Throughout my time in the classroom we jumped around from the election and how they would vote, to the current welfare system and how there needs to be some serious reform. We even dabbled a bit in the fact that the Eastside is still considered the 'black side of town', although it's majority Hispanic. Somehow, we ended up on the topic of Sam Houston's recent 'school closure' scare. These students were sophomores when the event occurred. A few of them were present at a meeting that I spoke at in September of 2009. A couple remembered me as the guy who wanted the school to close. I was offended, but I calmly asked, "How did you gather that opinion?" The student's response, "Cause everyone was booing you." I laughed and explained/reminded that everyone was booing me because I wasn't going along with the typical "This is racism. You don't care because it's a black school" jive. I then asked if anyone remembered what I said? No one responded. I reminded them that I rattled off a bunch of statistics in order to bring some light to the fact that no one has cared for this school for years. I reminded them that I addressed the audience of 500 people and asked, "Where have you been all these years?" I then asked the class, when was the last time they saw a mass gathering of community members for Sam Houston? They all stated that they hadn't seen anyone since that night in 2009. I asked, how many alumni have you had come back and speak to you? One student responded, "You're here. So I guess that's one."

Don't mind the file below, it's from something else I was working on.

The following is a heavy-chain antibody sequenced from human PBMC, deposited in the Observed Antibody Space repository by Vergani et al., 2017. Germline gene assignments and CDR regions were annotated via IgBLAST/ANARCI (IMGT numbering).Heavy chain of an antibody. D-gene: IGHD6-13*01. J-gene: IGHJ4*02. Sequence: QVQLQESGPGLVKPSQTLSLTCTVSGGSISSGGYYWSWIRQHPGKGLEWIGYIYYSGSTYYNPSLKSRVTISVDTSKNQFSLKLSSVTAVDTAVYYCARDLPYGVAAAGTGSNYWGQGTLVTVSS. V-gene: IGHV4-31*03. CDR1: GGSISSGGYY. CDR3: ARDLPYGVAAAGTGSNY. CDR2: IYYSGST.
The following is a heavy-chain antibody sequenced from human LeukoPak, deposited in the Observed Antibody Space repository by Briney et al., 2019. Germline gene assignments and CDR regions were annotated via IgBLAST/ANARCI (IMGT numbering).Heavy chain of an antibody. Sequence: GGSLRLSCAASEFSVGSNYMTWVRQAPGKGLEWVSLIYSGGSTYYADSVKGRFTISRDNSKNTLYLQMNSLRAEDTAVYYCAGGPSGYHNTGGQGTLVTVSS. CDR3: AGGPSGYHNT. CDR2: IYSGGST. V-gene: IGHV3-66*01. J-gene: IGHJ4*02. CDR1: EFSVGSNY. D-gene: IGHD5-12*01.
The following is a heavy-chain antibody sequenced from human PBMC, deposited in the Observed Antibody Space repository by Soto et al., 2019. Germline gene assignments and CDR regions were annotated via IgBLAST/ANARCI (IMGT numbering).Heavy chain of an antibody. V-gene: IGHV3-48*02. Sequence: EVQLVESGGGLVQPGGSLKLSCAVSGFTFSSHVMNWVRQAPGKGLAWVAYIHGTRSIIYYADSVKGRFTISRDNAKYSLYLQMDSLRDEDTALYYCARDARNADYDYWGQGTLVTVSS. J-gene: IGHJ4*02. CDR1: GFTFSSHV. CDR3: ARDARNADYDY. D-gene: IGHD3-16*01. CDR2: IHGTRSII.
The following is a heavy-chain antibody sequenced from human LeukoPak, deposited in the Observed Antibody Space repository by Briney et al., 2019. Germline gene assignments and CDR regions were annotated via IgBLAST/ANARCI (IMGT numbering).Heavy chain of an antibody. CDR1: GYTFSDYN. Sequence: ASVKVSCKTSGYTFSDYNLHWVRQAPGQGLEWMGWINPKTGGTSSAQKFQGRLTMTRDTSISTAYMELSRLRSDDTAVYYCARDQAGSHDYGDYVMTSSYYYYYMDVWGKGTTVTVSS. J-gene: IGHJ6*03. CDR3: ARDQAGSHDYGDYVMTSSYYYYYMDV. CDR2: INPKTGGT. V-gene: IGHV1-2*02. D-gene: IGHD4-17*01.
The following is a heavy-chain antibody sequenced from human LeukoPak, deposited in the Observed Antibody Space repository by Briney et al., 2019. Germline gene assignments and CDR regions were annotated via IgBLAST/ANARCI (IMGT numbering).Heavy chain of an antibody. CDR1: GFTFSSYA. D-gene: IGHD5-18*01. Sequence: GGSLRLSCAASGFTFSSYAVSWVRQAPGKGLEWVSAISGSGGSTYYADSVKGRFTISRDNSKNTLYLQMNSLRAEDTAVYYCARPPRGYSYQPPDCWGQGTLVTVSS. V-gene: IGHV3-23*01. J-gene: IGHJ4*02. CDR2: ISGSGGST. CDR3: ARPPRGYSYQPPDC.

I didn't want this to be a pity party and I made that clear to the students. I don't want them thinking that because they are at a disadvantage that it was an excuse to fail or to aim for mediocre levels of performance. "I am making you aware of all of this because I want you to know that you are going to have to do a lot for yourself. You aren't going to have all the perks of a kid on the Northside, or a kid at a private/charter school. You are going to have to develop a lot of self-determination to get where you want to be." I really wanted to drive this home because throughout our conversation, many of them stated that they felt that very few genuinely cared about them or their success. One of the students mentioned that "All the administration cares about is attendance. And only about 30% of teachers care about whether or not we succeed. The rest are just here for a paycheck." I replied by asking, "What have you done to change that? Have you spoken to your administration about how you feel?" She replied, "They don't care what we have to say. All they care about is if you're in class or not." I didn't really know what to say in response to that statement. How do you voice your opinion to someone who refuses to listen? I encouraged the student to consider voicing their opinion, respectfully and politely through other channels such as the PTSA or a local community leader. I wish I could say that my recommendation received a warm reception, but honestly, I received a lot of non-verbal responses that reflected a simple, "Whatever".